73. Mr. Saleh (Lebanon) said that the Geneva Conventions and their Additional Protocols had strengthened international humanitarian law. Lebanon honoured all international conventions on humanitarian law, which was taught in all its military academies and universities. The laws of war had emerged over a period of many years and had put an end to impunity for massacres and provided protection for civilians, the sick and wounded and prisoners of war; they had established the principles of distinction and proportionality, as embodied in articles 48 and 51 of Additional Protocol I. However, those two principles, which were part of customary international law and were therefore binding on every nation, were constantly flouted. In its recent aggression against Lebanon, Israel had caused unnecessary suffering among the civilian population through its use of cluster bombs, vacuum bombs and phosphorus bombs. Furthermore, there were reports that the Israeli forces had also used depleted uranium bombs and called for an international investigation of those allegations. The Israeli forces had deliberately targeted the Lebanese civilian population and vital infrastructure; and had committed massacres in Beirut and southern Lebanon. They claimed that they had issued warnings, but that in itself was a violation of article 51, paragraph 2, of Additional Protocol I, which prohibited acts or threats of violence whose primary purpose was to spread terror among the civilian population. They had sought to justify their attacks by claiming that combatants were among the civilian population; however, no combatants had been identified among the bodies recovered. Moreover, article 50, paragraph 3, of Additional Protocol I stated that the presence of non-civilians within a population did not deprive it of its civilian character. The Israeli forces had even targeted persons seeking to rescue victims, including Red Cross personnel. He called on the international community to compel Israel to comply with the rules of international law, including international humanitarian law.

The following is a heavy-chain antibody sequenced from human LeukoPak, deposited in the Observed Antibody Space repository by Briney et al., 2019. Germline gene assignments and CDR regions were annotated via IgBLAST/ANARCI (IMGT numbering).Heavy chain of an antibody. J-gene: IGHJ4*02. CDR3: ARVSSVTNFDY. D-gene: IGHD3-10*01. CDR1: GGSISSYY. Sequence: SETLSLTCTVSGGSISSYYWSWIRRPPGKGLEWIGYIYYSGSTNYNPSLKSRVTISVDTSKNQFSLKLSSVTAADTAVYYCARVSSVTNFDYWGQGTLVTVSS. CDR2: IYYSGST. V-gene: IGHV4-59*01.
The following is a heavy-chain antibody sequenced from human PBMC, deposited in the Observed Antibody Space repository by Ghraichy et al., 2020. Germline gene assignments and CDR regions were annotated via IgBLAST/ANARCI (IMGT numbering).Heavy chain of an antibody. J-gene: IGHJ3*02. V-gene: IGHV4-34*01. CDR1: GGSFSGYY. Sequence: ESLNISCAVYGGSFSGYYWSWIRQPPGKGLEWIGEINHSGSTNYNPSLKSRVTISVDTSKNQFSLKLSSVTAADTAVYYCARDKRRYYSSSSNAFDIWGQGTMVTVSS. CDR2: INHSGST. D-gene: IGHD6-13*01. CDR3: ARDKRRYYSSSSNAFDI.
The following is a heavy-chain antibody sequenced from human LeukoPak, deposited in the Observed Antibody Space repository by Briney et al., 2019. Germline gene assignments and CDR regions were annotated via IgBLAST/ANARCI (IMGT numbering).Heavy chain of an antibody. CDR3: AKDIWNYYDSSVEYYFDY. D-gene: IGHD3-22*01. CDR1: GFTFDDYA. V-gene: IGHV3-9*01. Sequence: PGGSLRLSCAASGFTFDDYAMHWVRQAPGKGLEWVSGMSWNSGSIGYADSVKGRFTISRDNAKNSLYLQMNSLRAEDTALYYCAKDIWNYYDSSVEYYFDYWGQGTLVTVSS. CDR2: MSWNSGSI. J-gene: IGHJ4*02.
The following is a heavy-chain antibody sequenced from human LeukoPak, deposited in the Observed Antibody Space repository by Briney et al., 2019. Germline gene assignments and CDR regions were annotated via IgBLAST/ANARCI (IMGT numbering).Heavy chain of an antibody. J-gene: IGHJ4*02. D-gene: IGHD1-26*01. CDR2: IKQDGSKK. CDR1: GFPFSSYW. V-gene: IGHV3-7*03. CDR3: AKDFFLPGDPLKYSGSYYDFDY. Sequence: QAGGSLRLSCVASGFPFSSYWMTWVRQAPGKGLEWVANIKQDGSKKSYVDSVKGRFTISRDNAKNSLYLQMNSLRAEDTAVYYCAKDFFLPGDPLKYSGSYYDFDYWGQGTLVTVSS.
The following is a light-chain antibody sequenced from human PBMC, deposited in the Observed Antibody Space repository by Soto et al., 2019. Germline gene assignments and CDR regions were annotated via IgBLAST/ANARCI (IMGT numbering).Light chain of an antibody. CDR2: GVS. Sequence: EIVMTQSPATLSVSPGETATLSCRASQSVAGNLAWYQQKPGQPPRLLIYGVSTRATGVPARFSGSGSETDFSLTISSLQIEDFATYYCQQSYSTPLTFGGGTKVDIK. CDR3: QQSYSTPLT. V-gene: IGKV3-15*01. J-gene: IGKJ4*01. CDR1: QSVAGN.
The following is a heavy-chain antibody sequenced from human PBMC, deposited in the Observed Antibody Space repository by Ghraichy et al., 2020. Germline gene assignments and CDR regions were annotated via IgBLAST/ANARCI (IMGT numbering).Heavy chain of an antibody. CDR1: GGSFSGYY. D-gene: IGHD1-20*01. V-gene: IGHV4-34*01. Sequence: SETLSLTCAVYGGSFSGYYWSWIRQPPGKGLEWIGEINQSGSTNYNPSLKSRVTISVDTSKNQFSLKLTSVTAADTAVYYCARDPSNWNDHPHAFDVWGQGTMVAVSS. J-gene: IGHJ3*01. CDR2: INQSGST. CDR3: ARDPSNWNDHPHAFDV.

The meeting rose at 12.40 p.m.
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Corrections will be issued after the end of the session, in a separate corrigendum for each Committee.